- Construction has reportedly restarted at the $1 billion Oceanwide Plaza project in downtown Los Angeles, but the amount of mechanic's liens filed by subcontractors has grown to $98.6 million, according to Curbed Los Angeles.
- Liens as of Feb. 10 totaled $62 million, the biggest one filed by subcontractor Webcor Construction for almost $53 million. Chinese developer Oceanwide Holdings has since made some payments toward those liens, but new ones have been filed as well, including one for $1.4 million a few days before workers reappeared on the project site.
- General contractor Lendlease acknowledged Oceanwide’s late payments in a January letter to contractors when it suspended work, but Lendlease has not filed a lien, and the company has not revealed how much it is owed.
William Eliopoulos, attorney for Webcor Concrete, told Construction Dive that the company does still have a mechanic’s lien claim and pending complaint against Oceanwide and Lendlease for money owed but declined to make any further comment while the matter is in litigation.
Money problems at the Los Angeles project do not seem to have affected the developer's progress at the $1.6 billion Oceanwide Center project in San Francisco. The joint venture of Swinerton Builders and Webcor is building the project and AECOM Tishman is construction manager. In a March 15 update, the JV said that a foundation pour for one of the project’s two towers is scheduled for this coming Friday and Saturday and that site utility work is still underway. Even so, there were reports a few months ago that Oceanwide was looking for a new capital injection or loan for that project too.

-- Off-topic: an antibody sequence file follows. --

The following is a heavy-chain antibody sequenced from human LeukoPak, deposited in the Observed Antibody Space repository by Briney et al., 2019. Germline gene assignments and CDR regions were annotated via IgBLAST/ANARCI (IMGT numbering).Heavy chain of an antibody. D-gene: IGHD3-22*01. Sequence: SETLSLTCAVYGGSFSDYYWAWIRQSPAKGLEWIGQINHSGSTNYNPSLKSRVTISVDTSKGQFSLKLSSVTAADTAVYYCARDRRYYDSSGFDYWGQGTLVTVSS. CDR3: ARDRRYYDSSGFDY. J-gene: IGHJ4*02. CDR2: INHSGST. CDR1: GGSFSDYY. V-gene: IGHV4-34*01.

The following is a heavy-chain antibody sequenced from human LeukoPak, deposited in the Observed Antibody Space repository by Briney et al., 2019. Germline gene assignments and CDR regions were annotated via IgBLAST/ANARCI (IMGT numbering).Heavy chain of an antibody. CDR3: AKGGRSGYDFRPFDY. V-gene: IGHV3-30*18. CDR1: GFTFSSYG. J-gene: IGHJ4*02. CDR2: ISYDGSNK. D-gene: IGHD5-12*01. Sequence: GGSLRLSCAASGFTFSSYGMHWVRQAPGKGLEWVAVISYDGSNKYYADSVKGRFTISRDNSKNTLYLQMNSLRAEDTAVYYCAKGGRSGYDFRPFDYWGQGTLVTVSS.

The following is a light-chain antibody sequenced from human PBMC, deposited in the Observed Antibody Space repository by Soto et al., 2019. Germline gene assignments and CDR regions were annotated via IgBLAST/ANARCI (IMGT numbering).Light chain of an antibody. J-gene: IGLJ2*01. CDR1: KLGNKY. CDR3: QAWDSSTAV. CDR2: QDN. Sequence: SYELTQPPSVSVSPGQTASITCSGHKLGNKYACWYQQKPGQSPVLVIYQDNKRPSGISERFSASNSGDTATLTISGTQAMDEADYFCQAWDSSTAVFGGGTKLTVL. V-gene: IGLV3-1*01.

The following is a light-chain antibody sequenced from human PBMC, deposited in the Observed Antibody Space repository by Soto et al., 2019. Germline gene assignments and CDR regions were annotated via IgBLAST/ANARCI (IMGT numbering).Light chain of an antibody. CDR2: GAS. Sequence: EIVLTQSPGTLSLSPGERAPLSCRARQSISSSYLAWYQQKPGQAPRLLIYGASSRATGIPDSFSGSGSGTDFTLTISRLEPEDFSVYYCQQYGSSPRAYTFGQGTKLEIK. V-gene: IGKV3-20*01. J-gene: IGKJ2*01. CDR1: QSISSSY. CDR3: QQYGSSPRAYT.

It’s no secret that China has been experiencing a slowdown in its economy, and some have surmised that this is one of the factors limiting Oceanwide’s access to capital as Chinese officials push for its domestic companies to keep cash at home. This doesn’t mean, however, that Chinese-owned companies aren’t thriving in the American construction industry.
China Construction America, wholly owned by China State Construction Engineering Corp., one of the biggest contractors in the world, acquired Plaza Construction in 2013 and also operates CCA Civil here in the U.S.
Plaza recently won the $400 million expansion contract for the Resorts World Casino New York City property in Jamaica, New York, and is also building the $540 million, 1,000-foot-tall SkyRise Miami entertainment and observation tower. That project is scheduled to begin work this year and will include a drop-style ride and a 908-foot-high skywalk. CCA Civil includes in its portfolio the $1.8 billion Long Island Rail Road Expansion project.